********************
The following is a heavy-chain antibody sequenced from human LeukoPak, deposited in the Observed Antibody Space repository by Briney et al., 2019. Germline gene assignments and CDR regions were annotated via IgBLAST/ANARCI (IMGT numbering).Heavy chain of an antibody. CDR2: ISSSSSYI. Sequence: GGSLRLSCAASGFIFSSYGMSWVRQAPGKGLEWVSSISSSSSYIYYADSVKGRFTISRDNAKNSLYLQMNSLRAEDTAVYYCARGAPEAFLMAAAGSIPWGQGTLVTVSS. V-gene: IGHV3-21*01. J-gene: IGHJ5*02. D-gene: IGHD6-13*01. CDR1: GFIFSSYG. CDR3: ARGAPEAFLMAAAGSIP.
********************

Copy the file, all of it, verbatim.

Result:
The following is a heavy-chain antibody sequenced from human LeukoPak, deposited in the Observed Antibody Space repository by Briney et al., 2019. Germline gene assignments and CDR regions were annotated via IgBLAST/ANARCI (IMGT numbering).Heavy chain of an antibody. CDR2: ISSSSSYI. Sequence: GGSLRLSCAASGFIFSSYGMSWVRQAPGKGLEWVSSISSSSSYIYYADSVKGRFTISRDNAKNSLYLQMNSLRAEDTAVYYCARGAPEAFLMAAAGSIPWGQGTLVTVSS. V-gene: IGHV3-21*01. J-gene: IGHJ5*02. D-gene: IGHD6-13*01. CDR1: GFIFSSYG. CDR3: ARGAPEAFLMAAAGSIP.